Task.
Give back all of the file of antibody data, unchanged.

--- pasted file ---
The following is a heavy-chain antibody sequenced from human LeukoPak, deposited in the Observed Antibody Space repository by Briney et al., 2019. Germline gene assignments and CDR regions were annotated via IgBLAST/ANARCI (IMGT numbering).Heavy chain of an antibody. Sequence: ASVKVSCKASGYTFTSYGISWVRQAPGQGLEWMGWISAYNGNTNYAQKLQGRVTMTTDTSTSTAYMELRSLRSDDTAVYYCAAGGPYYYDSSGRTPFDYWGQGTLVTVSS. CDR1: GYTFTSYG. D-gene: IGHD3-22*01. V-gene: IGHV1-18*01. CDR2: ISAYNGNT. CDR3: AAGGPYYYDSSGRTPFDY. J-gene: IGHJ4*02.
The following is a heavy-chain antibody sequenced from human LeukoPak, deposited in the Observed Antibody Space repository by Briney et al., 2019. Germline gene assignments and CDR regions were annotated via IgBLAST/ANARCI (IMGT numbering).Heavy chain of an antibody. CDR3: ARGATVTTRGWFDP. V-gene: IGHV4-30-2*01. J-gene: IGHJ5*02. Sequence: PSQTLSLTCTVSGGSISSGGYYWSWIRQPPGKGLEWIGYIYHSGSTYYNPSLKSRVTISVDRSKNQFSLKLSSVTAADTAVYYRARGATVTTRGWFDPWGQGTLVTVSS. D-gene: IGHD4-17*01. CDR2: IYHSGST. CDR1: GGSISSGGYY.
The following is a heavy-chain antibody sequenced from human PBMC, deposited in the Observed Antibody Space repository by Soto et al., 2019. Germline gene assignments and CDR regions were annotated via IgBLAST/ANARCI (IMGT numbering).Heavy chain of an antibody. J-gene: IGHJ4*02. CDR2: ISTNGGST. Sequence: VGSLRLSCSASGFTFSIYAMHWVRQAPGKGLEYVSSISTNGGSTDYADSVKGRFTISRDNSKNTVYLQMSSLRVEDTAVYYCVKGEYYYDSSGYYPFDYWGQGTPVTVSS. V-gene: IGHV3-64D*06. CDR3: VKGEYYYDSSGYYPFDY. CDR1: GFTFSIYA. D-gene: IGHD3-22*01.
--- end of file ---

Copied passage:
The following is a heavy-chain antibody sequenced from human LeukoPak, deposited in the Observed Antibody Space repository by Briney et al., 2019. Germline gene assignments and CDR regions were annotated via IgBLAST/ANARCI (IMGT numbering).Heavy chain of an antibody. Sequence: ASVKVSCKASGYTFTSYGISWVRQAPGQGLEWMGWISAYNGNTNYAQKLQGRVTMTTDTSTSTAYMELRSLRSDDTAVYYCAAGGPYYYDSSGRTPFDYWGQGTLVTVSS. CDR1: GYTFTSYG. D-gene: IGHD3-22*01. V-gene: IGHV1-18*01. CDR2: ISAYNGNT. CDR3: AAGGPYYYDSSGRTPFDY. J-gene: IGHJ4*02.
The following is a heavy-chain antibody sequenced from human LeukoPak, deposited in the Observed Antibody Space repository by Briney et al., 2019. Germline gene assignments and CDR regions were annotated via IgBLAST/ANARCI (IMGT numbering).Heavy chain of an antibody. CDR3: ARGATVTTRGWFDP. V-gene: IGHV4-30-2*01. J-gene: IGHJ5*02. Sequence: PSQTLSLTCTVSGGSISSGGYYWSWIRQPPGKGLEWIGYIYHSGSTYYNPSLKSRVTISVDRSKNQFSLKLSSVTAADTAVYYRARGATVTTRGWFDPWGQGTLVTVSS. D-gene: IGHD4-17*01. CDR2: IYHSGST. CDR1: GGSISSGGYY.
The following is a heavy-chain antibody sequenced from human PBMC, deposited in the Observed Antibody Space repository by Soto et al., 2019. Germline gene assignments and CDR regions were annotated via IgBLAST/ANARCI (IMGT numbering).Heavy chain of an antibody. J-gene: IGHJ4*02. CDR2: ISTNGGST. Sequence: VGSLRLSCSASGFTFSIYAMHWVRQAPGKGLEYVSSISTNGGSTDYADSVKGRFTISRDNSKNTVYLQMSSLRVEDTAVYYCVKGEYYYDSSGYYPFDYWGQGTPVTVSS. V-gene: IGHV3-64D*06. CDR3: VKGEYYYDSSGYYPFDY. CDR1: GFTFSIYA. D-gene: IGHD3-22*01.